In State v. Rice, No. 85-1-01004-0 (King County Super. Ct. July 21, 1986) the Court held that the State is generally entitled to admit evidence related to "the circumstances of the crime." Rice, 110 Wn.2d at 607. Indeed, in a death penalty case, the "very nature of the crime renders its narration an emotional event." Id. at 606.
The Court also held that a defendant's criminal history, both juvenile and adult, is admissible in capital sentencing proceedings. State v. Pirtle, 127 Wn.2d 628, 666-67, 904 P.2d 245 (1995).
A broad exclusion of facts germane to the defendant's crime and background would impair the jury's ability to reach an informed decision as to whether the sentence of death should be imposed.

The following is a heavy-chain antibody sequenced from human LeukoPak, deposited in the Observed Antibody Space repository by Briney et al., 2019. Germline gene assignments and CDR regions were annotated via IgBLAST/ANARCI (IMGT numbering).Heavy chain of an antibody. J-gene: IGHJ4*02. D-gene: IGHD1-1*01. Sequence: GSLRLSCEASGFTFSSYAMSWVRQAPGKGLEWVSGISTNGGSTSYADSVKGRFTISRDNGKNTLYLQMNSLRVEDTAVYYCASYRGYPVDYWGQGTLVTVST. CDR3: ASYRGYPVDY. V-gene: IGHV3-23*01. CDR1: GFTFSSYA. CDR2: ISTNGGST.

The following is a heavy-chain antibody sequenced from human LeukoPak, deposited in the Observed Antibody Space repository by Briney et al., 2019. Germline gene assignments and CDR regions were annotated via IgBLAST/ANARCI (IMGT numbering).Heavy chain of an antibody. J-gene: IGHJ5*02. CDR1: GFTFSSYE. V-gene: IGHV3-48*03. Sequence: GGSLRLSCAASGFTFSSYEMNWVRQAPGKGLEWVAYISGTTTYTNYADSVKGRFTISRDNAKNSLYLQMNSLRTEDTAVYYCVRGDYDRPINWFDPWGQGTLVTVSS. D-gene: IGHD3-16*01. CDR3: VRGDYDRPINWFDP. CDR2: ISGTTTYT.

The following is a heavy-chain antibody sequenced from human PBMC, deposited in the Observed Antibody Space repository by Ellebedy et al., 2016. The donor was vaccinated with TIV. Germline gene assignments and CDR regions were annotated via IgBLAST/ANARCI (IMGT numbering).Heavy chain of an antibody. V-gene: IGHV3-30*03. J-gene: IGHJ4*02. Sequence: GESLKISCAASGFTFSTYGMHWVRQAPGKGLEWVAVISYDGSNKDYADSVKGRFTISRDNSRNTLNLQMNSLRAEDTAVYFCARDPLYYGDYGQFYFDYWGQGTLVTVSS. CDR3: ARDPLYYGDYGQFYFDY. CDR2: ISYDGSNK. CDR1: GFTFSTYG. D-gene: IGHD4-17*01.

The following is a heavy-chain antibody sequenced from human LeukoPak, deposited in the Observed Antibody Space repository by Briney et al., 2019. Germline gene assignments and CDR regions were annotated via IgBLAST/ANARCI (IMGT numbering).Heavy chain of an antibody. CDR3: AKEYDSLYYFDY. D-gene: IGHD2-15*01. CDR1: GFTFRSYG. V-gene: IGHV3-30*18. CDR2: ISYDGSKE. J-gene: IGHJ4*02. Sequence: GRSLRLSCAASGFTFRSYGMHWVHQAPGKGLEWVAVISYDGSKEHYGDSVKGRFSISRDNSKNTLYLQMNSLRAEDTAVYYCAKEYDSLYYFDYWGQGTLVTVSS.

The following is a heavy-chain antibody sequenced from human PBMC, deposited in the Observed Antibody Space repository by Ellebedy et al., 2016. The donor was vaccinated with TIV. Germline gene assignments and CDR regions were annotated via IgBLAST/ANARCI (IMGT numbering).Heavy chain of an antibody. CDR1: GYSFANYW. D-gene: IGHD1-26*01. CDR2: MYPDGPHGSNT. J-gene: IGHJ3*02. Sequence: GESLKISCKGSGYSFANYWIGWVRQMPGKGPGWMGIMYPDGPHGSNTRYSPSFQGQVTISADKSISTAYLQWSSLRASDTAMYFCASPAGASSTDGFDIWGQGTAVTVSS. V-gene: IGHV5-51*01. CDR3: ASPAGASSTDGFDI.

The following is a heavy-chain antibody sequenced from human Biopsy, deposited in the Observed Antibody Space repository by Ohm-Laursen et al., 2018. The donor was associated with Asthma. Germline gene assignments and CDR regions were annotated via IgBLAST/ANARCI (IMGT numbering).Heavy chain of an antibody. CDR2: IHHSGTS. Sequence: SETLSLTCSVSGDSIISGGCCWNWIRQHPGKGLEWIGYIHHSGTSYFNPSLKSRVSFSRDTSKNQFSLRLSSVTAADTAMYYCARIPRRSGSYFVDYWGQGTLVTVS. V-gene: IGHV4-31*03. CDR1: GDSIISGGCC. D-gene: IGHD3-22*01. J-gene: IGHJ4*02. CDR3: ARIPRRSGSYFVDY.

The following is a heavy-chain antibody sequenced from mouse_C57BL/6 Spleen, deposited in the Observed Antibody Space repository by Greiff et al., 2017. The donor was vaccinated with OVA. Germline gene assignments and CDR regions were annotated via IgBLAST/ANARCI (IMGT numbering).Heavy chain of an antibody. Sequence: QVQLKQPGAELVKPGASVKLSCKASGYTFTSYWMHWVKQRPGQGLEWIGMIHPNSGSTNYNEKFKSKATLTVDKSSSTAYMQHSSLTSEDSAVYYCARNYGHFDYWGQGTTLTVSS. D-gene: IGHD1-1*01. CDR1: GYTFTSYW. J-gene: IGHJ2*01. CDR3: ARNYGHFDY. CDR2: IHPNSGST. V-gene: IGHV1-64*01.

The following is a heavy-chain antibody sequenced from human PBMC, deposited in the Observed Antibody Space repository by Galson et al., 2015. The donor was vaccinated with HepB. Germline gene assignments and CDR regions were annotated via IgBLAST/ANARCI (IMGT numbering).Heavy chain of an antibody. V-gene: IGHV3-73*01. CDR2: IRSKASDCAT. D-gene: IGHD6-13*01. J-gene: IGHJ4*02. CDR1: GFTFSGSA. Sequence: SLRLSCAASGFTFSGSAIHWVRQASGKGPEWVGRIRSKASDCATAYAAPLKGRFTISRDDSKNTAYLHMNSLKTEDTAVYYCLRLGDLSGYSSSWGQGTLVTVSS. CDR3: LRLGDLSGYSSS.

"At the penalty phase the jury decides a question the resolution of which turns not only on the facts, but on the jury's moral assessment of those facts as they reflect on whether defendant should be put to death.
It is not only appropriate, but necessary, that the jury weigh the sympathetic elements of defendant's background against those that may offend the conscience." Rice, 110 Wn.2d at 608.